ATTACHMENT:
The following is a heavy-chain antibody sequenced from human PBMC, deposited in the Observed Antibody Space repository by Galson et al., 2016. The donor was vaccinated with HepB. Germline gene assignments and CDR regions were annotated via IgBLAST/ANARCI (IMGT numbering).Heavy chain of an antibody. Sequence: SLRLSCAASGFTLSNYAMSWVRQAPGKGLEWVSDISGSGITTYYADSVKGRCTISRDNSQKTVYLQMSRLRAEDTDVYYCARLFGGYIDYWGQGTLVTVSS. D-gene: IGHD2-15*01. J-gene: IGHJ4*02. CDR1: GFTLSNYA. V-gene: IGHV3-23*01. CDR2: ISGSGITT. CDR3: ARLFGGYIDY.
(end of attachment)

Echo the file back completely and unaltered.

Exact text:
The following is a heavy-chain antibody sequenced from human PBMC, deposited in the Observed Antibody Space repository by Galson et al., 2016. The donor was vaccinated with HepB. Germline gene assignments and CDR regions were annotated via IgBLAST/ANARCI (IMGT numbering).Heavy chain of an antibody. Sequence: SLRLSCAASGFTLSNYAMSWVRQAPGKGLEWVSDISGSGITTYYADSVKGRCTISRDNSQKTVYLQMSRLRAEDTDVYYCARLFGGYIDYWGQGTLVTVSS. D-gene: IGHD2-15*01. J-gene: IGHJ4*02. CDR1: GFTLSNYA. V-gene: IGHV3-23*01. CDR2: ISGSGITT. CDR3: ARLFGGYIDY.